Girlguiding says ‘sorry that we’ve not done enough sooner’ in response to racism findings

Girlguiding is blighted by racism and discrimination, an investigation by the charity has found.

The charity carried out a diversity and inclusion audit with more than 200 people within its organisation, including girls, parents, carers, staff and volunteers.

This found “equality, diversity and inclusion problems” across the charity.

Most of those that took part said the charity was not an inclusive organisation and exclusion.

Girls from marginalised communities are excluded, based on religion, race, sexuality and disability, said a report into the audit’s findings.

The charity’s rangers, who are aged 14-18, “stated reoccurring instances of racism, Islamophobia, homo/bi/transphobia and ableism against girls by leaders and other girls”, the audit says.

It adds: “Volunteers and rangers said that there is a lack of understanding when it comes to accessibility needs and how to best support disabled rangers.”

In addition, the charity is described by those interviewed for the audit as “predominantly white and middle class”.

“Participants reported a lack of diversity at all levels of the organisation, but particularly in senior leadership,” the audit found.

“Marginalised participants said that there is a lack of inclusive decision-making and that their voices are often unheard.”

The lack of diversity among leadership at the charity leads to a “lack of role models” and poor levels of trust in the charity’s commitment to equality, diversity and inclusion, said the audit.

Fears are raised by those surveyed that diversity commitments “might only be ‘lip service’ or a tick box exercise”.

It adds: “This was echoed by volunteers, who said that the same people get encouraged to be commissioners.”

People of colour, LGBT and disabled Rangers cited a lack of encouragement “to become young leaders”.

Recommendations made include ensuring that there is a “zero tolerance approach to oppressive behaviour from volunteers and girls”.

The charity needs to “develop a clear strategy that has one overarching EDI vision for membership and staff”.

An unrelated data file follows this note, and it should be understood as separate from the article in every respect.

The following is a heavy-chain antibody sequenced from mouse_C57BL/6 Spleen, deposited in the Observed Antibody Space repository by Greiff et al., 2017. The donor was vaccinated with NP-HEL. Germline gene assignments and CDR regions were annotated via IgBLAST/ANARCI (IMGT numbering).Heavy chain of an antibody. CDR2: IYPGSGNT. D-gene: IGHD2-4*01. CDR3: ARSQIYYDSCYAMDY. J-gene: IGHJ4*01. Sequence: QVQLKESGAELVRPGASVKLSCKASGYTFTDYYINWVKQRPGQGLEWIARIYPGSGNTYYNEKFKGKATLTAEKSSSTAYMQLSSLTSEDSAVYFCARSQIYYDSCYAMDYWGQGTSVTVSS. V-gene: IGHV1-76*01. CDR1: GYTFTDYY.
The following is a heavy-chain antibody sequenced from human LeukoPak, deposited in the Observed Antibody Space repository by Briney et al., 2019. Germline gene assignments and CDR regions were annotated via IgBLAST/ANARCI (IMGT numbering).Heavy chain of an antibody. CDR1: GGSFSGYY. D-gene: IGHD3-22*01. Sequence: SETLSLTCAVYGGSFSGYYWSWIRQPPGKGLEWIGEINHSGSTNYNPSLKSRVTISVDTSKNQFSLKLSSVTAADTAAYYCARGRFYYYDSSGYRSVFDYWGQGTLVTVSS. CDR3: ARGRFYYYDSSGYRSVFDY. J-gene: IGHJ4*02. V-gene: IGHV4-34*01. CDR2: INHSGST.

This needs to have “united buy-in and endorsement” from trustees and senior leadership, among both staff and volunteers.

“This is essential for successful buy-in from the whole organisation,” adds the audit.

In addition, a plan to develop and maintain diverse leadership needs to be put in place along with fast tracking the progress of underrepresented groups.

Strategic plan for diversity and inclusion

The charity has pledged to take action through a strategic plan for diversity and inclusion.

“We are sorry to anyone who has ever been made to feel unwelcome, unsupported or uncomfortable or who has been subject to discrimination or exclusion of any form at Girlguiding. Even one instance is one too many,” said the charity.

“To move forward, we need to collectively and individually acknowledge that we've not yet lived up to our values of inclusion. We’re sorry that we’ve not done enough sooner.”

The strategic plan focuses on measures to change the charity’s culture through measures such as recruiting a network of ‘volunteer inclusion advisers’.

It also includes measures around checking data around membership demographics to set targets and track progress.

More collaboration and better communication is also promised. This includes reviewing the charity’s history.

“Being an inclusive and impactful organisation is one of our key strategic goals, said Girlguiding chair Catherine Irwin.

Writing in the audit report she said: “We want to become more inclusive to be more relevant and accessible to more girls and volunteers and have a greater diversity of girls benefitting from the best of what guiding can offer.

“We knew from our existing research and project data that we had more work to do to be the inclusive, welcoming organisation we aspire to be. A diversity and inclusion audit was commissioned in 2020 to help us understand how to build on the good work that many in our guiding community have already started and to show us the gaps.

“This report summarises the experiences of over 200 members of the guiding community through a series of confidential interviews, focus groups and an anonymised survey, including staff from Girlguiding UK sites, young and adult members, and parents and carers from across the UK.

“We especially made space for people from marginalised groups who haven’t been fully included or represented in the past

“The voices in this report paint a very clear picture of where we’re getting it wrong.”

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